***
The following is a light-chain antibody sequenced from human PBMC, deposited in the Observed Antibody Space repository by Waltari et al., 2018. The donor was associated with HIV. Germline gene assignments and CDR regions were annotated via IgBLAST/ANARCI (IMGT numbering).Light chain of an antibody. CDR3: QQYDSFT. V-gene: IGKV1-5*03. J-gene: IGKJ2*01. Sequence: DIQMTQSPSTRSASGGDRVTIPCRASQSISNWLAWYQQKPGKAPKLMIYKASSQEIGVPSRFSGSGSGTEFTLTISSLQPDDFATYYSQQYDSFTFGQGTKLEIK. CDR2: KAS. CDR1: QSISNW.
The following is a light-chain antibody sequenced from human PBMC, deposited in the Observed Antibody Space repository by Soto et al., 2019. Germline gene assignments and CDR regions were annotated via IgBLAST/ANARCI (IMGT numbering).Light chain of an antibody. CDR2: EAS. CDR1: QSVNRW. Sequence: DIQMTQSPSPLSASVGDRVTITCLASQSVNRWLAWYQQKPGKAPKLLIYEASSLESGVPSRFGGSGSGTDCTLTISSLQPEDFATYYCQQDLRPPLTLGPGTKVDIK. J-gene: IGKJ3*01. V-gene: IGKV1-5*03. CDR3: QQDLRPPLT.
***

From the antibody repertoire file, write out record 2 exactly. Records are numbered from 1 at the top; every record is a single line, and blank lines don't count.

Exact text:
The following is a light-chain antibody sequenced from human PBMC, deposited in the Observed Antibody Space repository by Soto et al., 2019. Germline gene assignments and CDR regions were annotated via IgBLAST/ANARCI (IMGT numbering).Light chain of an antibody. CDR2: EAS. CDR1: QSVNRW. Sequence: DIQMTQSPSPLSASVGDRVTITCLASQSVNRWLAWYQQKPGKAPKLLIYEASSLESGVPSRFGGSGSGTDCTLTISSLQPEDFATYYCQQDLRPPLTLGPGTKVDIK. J-gene: IGKJ3*01. V-gene: IGKV1-5*03. CDR3: QQDLRPPLT.